“What matters is the trajectory”: Inside a $15K product launch
Sam Gavis-Hughson doesn’t mince words about his state of mind at the beginning of the latest launch for his company, Byte by Byte: “I was freaking out.”
“This was by far the most expensive program that I’ve ever offered, as far as courses go. It was a huge test,” he says. “Everyone kept saying, ‘It’s going to be fine.’ But I got seven sales on the first day, which seemed incredibly low.”
Sam’s friends were right to reassure him. By the end of the launch, he’d brought in more than $16,000 in sales for his course, Coding Interview Mastery: Recursion — roughly 3X what he had done in previous launches.
Breakthrough stats: Byte by Byte
More than the number of zeroes (although those are nice, too), it’s that multiple that Sam is celebrating.
“There’s a trajectory,” he says. “From beginning of the year to three-quarters of the way through the year, there’s been 10X growth. That’s the interesting thing to me, is the trajectory of it.”
We asked Sam to walk us through his first few launches, and the lessons he learned along the way — including the tactics he applied for this most recent launch from GrowthLab’s new course on designing and executing successful launches, Breakthrough Launch.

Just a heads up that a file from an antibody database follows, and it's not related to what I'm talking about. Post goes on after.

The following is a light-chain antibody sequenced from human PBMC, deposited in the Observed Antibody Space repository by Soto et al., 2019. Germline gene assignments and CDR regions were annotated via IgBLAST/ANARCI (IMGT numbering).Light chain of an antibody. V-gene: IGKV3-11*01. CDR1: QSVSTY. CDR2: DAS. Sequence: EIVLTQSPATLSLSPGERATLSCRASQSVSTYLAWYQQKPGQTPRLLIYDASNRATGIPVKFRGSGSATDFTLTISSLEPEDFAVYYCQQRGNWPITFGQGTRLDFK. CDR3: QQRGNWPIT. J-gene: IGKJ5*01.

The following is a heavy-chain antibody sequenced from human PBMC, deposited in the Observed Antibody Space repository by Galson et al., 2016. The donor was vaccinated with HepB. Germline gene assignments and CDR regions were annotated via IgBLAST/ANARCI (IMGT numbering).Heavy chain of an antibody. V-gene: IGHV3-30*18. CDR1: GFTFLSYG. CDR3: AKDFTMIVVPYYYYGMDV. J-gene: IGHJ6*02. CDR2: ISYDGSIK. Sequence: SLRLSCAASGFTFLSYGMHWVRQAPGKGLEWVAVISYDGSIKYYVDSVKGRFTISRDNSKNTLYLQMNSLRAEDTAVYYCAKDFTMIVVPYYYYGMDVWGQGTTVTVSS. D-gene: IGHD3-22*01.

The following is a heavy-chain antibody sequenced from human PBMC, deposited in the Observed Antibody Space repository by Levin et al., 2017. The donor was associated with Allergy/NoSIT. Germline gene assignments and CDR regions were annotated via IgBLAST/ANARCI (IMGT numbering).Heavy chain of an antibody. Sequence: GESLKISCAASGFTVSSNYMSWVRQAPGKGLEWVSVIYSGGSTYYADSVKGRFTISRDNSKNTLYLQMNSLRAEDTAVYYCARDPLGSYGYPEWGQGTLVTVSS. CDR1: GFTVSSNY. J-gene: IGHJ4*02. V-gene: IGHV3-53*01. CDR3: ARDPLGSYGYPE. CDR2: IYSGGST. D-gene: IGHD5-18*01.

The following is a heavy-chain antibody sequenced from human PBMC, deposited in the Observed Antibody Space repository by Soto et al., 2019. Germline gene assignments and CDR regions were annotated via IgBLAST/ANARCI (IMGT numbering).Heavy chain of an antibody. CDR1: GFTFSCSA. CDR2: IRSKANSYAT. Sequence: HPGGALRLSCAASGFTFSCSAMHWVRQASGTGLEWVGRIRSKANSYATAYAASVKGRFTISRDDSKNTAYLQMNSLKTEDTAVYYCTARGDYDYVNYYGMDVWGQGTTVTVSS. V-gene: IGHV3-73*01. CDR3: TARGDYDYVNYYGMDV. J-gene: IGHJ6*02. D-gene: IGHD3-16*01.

Before the launch: The origins of Byte by Byte
Part of what made the success of this product launchso satisfying is that it was a long time in the making. By the time Sam launched the course, he had been working on Byte by Byte for more than two and a half years.
Like so many entrepreneurs we feature, the idea that became Byte by Byte started when Sam noticed that acquaintances were coming to him looking for a specific kind of help.
“A guy from my alma mater who was a year or two below me asked if I would do a mock interview [for a coding job],” he remembers. “And it kind of got me thinking: ‘You know, there a lot of books on interviewing, but there’s not a lot of good video content.’”
Sam decided to test his hypothesis in a Facebook group for developers. “I posted saying, ‘Hey, I’m thinking of doing videos going through practice interview questions. Shoot me an email if you’re interested,’” he says.
That post got Sam booted from the group for self-promotion, something he says has happened to him more than a few times. “I’ve been kicked out of pretty much every social media group I’ve been a part of. But it’s okay. It’s not the end of the world. You just go back, apologize, and ask to be let back in.”